After a flurry of Congressional initiatives and letters to the administration, eight Republican Senators have demanded more serious enforcement of US sanctions on Iran.
In a letter Friday addressed to Secretary of State Antony Blinken and the Secretary of the Treasury Janet Yellen, the senators raised the issue of China’s increasing oil imports from Iran, while US sanctions imposed in 2018 and expanded in 2019 prohibit third parties from buying Iranian oil and oil products.
“Despite sanctions, the People's Republic of China (PRC) has purchased roughly $47 billion in Iranian oil since President Biden took office. Iran's ghost armada, the regime's primary tool for illicit oil trade, has grown from 60 vessels to a staggering 338 vessels since 2021,” the letter says.
The letter was signed by Senators Marco Rubio, Lindsey Graham, James Lankford, Rick Scott, Bill Hagerty, James Risch, John Barrasso, and Jerry Moran.
Critics for a long time have been accusing the Biden administration of not seriously enforcing sanctions imposed by former President Donald Trump, while negotiating with Tehran to revive the 2015 JCPOA nuclear accord. They argue that a substantial increase in Iranian oil exports to China occurred when President Joe Biden assumed office. This in turn made Iran more intransigent in nuclear talks that began in April 2021 and reached an impasse last September.
While Iran was selling less than 250,000 barrels per day in 2019 and 2020, its daily shipments have now surpassed 1.5 barrels according to industry sources.
The Senators argued that lax sanctions enforcement enriches the Islamic Republic which in turn provides more support to its militant proxies across the region, enables the regime to suppress domestic dissent, attack US troops and assist Russia in its war on Ukraine.
“The administration's lack of sanctions and sanctions enforcement is directly undercutting American policy objectives in Europe, the Middle East, and beyond,” the Republican lawmakers underscored.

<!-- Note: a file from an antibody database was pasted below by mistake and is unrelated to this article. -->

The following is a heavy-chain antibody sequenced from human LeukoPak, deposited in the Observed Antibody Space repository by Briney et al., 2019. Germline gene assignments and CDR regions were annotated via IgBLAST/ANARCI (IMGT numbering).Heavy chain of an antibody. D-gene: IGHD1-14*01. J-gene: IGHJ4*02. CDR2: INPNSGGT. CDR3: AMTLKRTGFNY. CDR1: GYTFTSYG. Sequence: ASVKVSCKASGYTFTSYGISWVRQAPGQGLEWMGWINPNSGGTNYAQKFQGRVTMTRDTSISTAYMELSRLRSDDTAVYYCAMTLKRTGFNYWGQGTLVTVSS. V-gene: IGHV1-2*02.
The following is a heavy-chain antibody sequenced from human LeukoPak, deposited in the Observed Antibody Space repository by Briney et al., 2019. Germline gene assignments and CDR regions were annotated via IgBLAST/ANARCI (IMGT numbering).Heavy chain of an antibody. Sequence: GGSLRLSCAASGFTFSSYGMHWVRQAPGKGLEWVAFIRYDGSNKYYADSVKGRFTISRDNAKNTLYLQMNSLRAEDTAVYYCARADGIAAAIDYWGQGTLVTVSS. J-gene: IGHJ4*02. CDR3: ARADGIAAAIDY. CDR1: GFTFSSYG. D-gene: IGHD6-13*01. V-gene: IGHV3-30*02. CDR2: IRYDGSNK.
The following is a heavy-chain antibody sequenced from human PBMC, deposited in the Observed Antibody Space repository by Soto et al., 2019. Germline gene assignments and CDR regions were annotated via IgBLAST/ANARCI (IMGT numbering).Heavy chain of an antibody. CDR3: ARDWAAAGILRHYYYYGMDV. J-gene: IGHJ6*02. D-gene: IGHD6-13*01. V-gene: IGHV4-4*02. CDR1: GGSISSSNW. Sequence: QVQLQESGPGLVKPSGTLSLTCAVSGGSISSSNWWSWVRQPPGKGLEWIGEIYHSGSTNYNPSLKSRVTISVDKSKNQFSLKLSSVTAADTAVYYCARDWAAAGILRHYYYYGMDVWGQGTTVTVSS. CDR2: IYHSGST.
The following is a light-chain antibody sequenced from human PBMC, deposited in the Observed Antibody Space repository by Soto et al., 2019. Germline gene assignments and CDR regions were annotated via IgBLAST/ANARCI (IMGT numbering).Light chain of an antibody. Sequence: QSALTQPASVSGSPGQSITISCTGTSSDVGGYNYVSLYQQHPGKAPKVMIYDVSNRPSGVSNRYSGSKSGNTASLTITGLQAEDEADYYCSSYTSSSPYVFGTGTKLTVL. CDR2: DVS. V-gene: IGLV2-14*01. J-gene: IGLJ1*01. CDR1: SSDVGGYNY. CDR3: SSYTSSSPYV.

They asked the secretaries of state and treasury to devise a strategy to limit Iran’s petrochemical exports. “This strategy must include additional sanctions against PRC individuals and entities that continue to purchase, refine, or otherwise deal in sanctioned Iranian-origin oil.”
The senators urged the administration to “immediately enforce existing sanctions…and expand sanctions designations to include those who store Iranian oil, ship-to-ship oil transfer operators, individuals and entities, ports and port operators, and refineries and refinery operators - particularly in the PRC…Doing so will deprive the Iranian regime of critical revenues that they would use to harm U.S. interests and repress the Iranian people.”
There have also been bipartisan efforts in both the Senate and the House of Representatives in the past year to push the Biden administration to be more forceful against Iran.
The Solidifying Iran Sanction Act sponsored by Rep. Michael McCaul (R-Texas), the chairman of the House Foreign Affairs Committee, and co-sponsored by 24 lawmakers in the House and Senate including Democrats was introduced in May. The bill aimed to give permanent authorization to the president to implement sanctions on Iran by lifting a sunset clause on Iran Sanctions Act (ISA) of 1996.
On June 22, 33 US senators, or one-third of the Senate, joined to introduce the Iran Sanctions Relief Review Act (ISRRA – S.488) to “make it abundantly clear to the Biden Administration that any agreement made with Iran that involves sanctions relief must be submitted for Congressional review,” said Senator Bill Hagerty (R-Tenn) who led the effort.
Iran International reported June 29 that the administration’s Iran envoy Rob Malley was suspended due to a security investigation. This has further angered many lawmakers who say the State Department kept them in the dark.